The following is part one of three, discussing the possibilities of Finnish-Swedish cooperation in the field of new support ships. Part one deals mainly with the Swedish plans, with part two (published tomorrow) focusing on the Finnish MTA2020, and part three (published Saturday) rounding off the whole thing. Note that I have no inside information on the MTA2020 or L10, but everything is based on open sources.
One of the major ongoing projects for the Finnish Navy is the Monitoimialus 2020, or MTA2020. The project name literally means “Multipurpose ship 2020”, and is set to replace both the larger mine ships of the Pohjanmaa (single ship, decommissioned last year) and Hämeenmaa (two ships) classes, as well as the Rauma-class fast attack crafts (four boats).
There are a number of interesting aspects here, not at least because the defence forces have been relatively silent about how the MTA2020 is coming along. However, some pieces of the puzzle became a bit clearer earlier this week when HS published an interview with the C-in-C of the navy, Rear Admiral Kari Takanen (English version here).
The new(?) information in the article is that Finland is eyeing cooperation with Sweden, who has an ongoing project to replace its ageing fleet of support ships, namely HMS Trossö (A264) and rebuilt mine ship HMS Carlskrona (P 04).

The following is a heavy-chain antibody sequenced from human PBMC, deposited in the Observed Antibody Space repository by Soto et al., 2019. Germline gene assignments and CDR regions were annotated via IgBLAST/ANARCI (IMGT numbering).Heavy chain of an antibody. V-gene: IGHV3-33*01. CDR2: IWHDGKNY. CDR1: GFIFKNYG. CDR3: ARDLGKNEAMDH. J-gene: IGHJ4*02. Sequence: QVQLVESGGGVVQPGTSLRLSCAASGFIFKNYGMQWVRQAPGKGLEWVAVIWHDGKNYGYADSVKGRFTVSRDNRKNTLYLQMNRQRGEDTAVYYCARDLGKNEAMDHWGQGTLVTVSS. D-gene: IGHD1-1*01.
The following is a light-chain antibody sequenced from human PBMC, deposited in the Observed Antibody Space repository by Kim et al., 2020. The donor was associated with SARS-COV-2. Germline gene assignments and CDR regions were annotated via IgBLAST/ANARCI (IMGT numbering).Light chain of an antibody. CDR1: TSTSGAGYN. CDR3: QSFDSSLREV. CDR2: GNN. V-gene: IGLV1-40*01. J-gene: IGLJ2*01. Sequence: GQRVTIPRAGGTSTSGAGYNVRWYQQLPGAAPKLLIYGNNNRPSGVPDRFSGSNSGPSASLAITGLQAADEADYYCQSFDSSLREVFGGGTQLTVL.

Sweden – L10
The Swedish project has had quite a number of twists and turns, and it is possible that I have missed some of them, but here’s a short recap.
Originally the class, codenamed ‘L10’, was to be a delivered by 2017, but the purchase of 15 UH-60M Black Hawk as Hkp 16 in 2011 meant that the budget for L10 was drastically reduced, and the delivery of one of the ships will be after 2020. This in turn meant that HMS Carlskrona was sent for another refit, having all mine rails and associated equipment removed to facilitate the modification to a full-blown support ship. This was done as the support ship HMS Visborg (A265), another converted mine ship, had to be retired before the two new L10 ships were delivered.
The specifications of the new ship are (almost) as uncertain as those of the MTA2020. Originally the displacement was stated at about 8 000 tons, but it seems to have been reduced to 6 000 tons. Hangars and full flight facilities for two helicopters were also mentioned, but their current status is unknown.
The Royal Schelde (now part of Damen Shipyards Group) Enforcer-design have been mentioned as a possibility, but most probably without the well dock facilities. The Enforcer is operational in three different classes, namely the Dutch and Spanish LPD classes Rotterdam and Galicia, and the British Bay-class LSD lacking the hangar facilities. However, the ships are all displacing 13 000 tons or more, and as such are far larger than the projected L10.
Norway – LSV
At one point, a joint Swedish-Norwegian project was discussed. However, last summer the Norwegians went ‘all in’, and ordered two (from a Nordic perspective) huge 26 000 ton logistics and support vessels from Daewoo. These will be based on the BMT-designed Tide-class replenishments tankers currently being built for the Royal Fleet Auxiliary.